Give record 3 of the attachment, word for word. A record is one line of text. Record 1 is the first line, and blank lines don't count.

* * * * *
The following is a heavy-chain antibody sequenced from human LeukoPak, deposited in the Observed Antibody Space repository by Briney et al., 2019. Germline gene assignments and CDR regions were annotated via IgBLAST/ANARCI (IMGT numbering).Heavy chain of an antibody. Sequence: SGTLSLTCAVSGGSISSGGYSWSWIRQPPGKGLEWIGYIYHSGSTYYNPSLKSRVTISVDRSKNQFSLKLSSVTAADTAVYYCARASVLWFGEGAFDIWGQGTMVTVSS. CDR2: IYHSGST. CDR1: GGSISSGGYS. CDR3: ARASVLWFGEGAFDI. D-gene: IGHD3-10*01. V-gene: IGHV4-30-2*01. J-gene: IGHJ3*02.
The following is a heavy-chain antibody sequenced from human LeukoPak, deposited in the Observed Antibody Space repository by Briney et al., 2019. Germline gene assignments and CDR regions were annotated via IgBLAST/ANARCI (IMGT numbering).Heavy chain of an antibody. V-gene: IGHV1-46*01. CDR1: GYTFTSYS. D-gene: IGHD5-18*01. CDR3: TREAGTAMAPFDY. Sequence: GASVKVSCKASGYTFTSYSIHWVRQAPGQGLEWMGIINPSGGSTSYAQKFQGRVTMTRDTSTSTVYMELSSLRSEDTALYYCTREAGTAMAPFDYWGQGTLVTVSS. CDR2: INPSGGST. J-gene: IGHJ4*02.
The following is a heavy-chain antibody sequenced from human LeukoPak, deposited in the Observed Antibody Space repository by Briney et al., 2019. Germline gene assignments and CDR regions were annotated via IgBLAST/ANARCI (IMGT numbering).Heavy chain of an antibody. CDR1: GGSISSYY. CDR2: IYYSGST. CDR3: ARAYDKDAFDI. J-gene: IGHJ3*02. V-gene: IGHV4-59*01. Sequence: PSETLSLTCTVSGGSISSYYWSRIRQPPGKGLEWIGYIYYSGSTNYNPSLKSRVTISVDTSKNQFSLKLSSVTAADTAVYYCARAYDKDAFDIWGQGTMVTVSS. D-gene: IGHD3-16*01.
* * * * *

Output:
The following is a heavy-chain antibody sequenced from human LeukoPak, deposited in the Observed Antibody Space repository by Briney et al., 2019. Germline gene assignments and CDR regions were annotated via IgBLAST/ANARCI (IMGT numbering).Heavy chain of an antibody. CDR1: GGSISSYY. CDR2: IYYSGST. CDR3: ARAYDKDAFDI. J-gene: IGHJ3*02. V-gene: IGHV4-59*01. Sequence: PSETLSLTCTVSGGSISSYYWSRIRQPPGKGLEWIGYIYYSGSTNYNPSLKSRVTISVDTSKNQFSLKLSSVTAADTAVYYCARAYDKDAFDIWGQGTMVTVSS. D-gene: IGHD3-16*01.